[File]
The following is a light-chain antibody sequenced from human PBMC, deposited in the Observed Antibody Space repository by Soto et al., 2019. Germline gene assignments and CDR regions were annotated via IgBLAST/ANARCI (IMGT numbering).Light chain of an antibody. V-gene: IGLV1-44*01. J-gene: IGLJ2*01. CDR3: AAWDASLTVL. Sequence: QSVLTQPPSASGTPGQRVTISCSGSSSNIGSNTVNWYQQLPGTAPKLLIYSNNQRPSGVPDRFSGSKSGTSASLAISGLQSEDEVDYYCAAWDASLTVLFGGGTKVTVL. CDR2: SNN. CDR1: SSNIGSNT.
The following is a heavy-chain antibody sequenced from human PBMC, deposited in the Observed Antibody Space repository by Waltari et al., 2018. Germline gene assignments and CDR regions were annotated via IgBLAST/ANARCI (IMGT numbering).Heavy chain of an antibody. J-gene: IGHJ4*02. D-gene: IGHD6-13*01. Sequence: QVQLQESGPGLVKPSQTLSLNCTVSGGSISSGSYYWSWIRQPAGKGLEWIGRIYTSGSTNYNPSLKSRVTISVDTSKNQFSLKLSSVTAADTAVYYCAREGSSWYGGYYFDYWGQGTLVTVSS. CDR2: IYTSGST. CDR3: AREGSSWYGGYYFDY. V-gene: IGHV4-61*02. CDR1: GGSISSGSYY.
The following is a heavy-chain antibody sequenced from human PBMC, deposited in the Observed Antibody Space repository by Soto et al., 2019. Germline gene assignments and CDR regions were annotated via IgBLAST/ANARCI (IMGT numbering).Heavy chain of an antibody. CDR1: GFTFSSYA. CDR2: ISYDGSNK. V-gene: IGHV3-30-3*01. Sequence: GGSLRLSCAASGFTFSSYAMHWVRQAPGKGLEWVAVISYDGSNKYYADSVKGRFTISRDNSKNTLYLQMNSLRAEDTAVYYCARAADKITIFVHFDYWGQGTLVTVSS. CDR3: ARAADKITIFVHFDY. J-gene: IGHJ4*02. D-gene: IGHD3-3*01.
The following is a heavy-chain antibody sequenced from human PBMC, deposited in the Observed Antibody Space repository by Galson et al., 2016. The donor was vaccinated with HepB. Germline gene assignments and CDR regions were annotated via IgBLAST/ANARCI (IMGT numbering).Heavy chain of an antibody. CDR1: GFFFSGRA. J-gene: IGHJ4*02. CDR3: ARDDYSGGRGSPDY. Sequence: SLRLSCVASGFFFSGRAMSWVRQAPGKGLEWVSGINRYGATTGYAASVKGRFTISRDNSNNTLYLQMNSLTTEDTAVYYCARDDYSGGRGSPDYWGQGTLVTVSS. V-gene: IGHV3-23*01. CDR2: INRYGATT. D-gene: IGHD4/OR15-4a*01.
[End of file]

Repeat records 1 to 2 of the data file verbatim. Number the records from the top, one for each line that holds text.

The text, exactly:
The following is a light-chain antibody sequenced from human PBMC, deposited in the Observed Antibody Space repository by Soto et al., 2019. Germline gene assignments and CDR regions were annotated via IgBLAST/ANARCI (IMGT numbering).Light chain of an antibody. V-gene: IGLV1-44*01. J-gene: IGLJ2*01. CDR3: AAWDASLTVL. Sequence: QSVLTQPPSASGTPGQRVTISCSGSSSNIGSNTVNWYQQLPGTAPKLLIYSNNQRPSGVPDRFSGSKSGTSASLAISGLQSEDEVDYYCAAWDASLTVLFGGGTKVTVL. CDR2: SNN. CDR1: SSNIGSNT.
The following is a heavy-chain antibody sequenced from human PBMC, deposited in the Observed Antibody Space repository by Waltari et al., 2018. Germline gene assignments and CDR regions were annotated via IgBLAST/ANARCI (IMGT numbering).Heavy chain of an antibody. J-gene: IGHJ4*02. D-gene: IGHD6-13*01. Sequence: QVQLQESGPGLVKPSQTLSLNCTVSGGSISSGSYYWSWIRQPAGKGLEWIGRIYTSGSTNYNPSLKSRVTISVDTSKNQFSLKLSSVTAADTAVYYCAREGSSWYGGYYFDYWGQGTLVTVSS. CDR2: IYTSGST. CDR3: AREGSSWYGGYYFDY. V-gene: IGHV4-61*02. CDR1: GGSISSGSYY.